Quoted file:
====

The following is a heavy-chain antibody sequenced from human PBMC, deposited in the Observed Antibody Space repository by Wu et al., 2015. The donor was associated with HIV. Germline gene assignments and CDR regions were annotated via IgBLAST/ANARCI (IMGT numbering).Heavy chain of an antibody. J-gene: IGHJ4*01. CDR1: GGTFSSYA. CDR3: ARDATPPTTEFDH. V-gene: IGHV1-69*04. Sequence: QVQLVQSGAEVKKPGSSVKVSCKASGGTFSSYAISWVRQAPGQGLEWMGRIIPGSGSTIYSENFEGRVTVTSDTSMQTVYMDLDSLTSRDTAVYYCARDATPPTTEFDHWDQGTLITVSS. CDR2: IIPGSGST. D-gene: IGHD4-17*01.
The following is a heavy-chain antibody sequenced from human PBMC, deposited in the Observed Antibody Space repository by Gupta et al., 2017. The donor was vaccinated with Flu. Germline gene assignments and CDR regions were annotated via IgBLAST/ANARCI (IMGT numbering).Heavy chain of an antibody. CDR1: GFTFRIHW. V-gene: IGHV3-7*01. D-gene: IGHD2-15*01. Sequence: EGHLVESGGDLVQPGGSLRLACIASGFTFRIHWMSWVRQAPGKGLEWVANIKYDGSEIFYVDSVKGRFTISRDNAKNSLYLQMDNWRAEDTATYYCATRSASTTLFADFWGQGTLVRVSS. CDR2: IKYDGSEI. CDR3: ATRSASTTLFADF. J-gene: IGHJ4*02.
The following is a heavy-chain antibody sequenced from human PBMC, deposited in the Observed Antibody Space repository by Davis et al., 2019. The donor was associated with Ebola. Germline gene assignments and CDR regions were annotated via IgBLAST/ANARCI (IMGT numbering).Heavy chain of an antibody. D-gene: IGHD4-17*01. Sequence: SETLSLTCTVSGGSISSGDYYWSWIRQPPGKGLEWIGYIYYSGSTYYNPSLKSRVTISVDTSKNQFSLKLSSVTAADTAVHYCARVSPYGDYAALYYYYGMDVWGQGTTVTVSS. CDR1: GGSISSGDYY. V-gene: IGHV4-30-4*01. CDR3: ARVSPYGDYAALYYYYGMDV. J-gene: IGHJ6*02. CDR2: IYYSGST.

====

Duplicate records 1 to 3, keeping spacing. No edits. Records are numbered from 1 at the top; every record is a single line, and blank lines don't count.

The following is a heavy-chain antibody sequenced from human PBMC, deposited in the Observed Antibody Space repository by Wu et al., 2015. The donor was associated with HIV. Germline gene assignments and CDR regions were annotated via IgBLAST/ANARCI (IMGT numbering).Heavy chain of an antibody. J-gene: IGHJ4*01. CDR1: GGTFSSYA. CDR3: ARDATPPTTEFDH. V-gene: IGHV1-69*04. Sequence: QVQLVQSGAEVKKPGSSVKVSCKASGGTFSSYAISWVRQAPGQGLEWMGRIIPGSGSTIYSENFEGRVTVTSDTSMQTVYMDLDSLTSRDTAVYYCARDATPPTTEFDHWDQGTLITVSS. CDR2: IIPGSGST. D-gene: IGHD4-17*01.
The following is a heavy-chain antibody sequenced from human PBMC, deposited in the Observed Antibody Space repository by Gupta et al., 2017. The donor was vaccinated with Flu. Germline gene assignments and CDR regions were annotated via IgBLAST/ANARCI (IMGT numbering).Heavy chain of an antibody. CDR1: GFTFRIHW. V-gene: IGHV3-7*01. D-gene: IGHD2-15*01. Sequence: EGHLVESGGDLVQPGGSLRLACIASGFTFRIHWMSWVRQAPGKGLEWVANIKYDGSEIFYVDSVKGRFTISRDNAKNSLYLQMDNWRAEDTATYYCATRSASTTLFADFWGQGTLVRVSS. CDR2: IKYDGSEI. CDR3: ATRSASTTLFADF. J-gene: IGHJ4*02.
The following is a heavy-chain antibody sequenced from human PBMC, deposited in the Observed Antibody Space repository by Davis et al., 2019. The donor was associated with Ebola. Germline gene assignments and CDR regions were annotated via IgBLAST/ANARCI (IMGT numbering).Heavy chain of an antibody. D-gene: IGHD4-17*01. Sequence: SETLSLTCTVSGGSISSGDYYWSWIRQPPGKGLEWIGYIYYSGSTYYNPSLKSRVTISVDTSKNQFSLKLSSVTAADTAVHYCARVSPYGDYAALYYYYGMDVWGQGTTVTVSS. CDR1: GGSISSGDYY. V-gene: IGHV4-30-4*01. CDR3: ARVSPYGDYAALYYYYGMDV. J-gene: IGHJ6*02. CDR2: IYYSGST.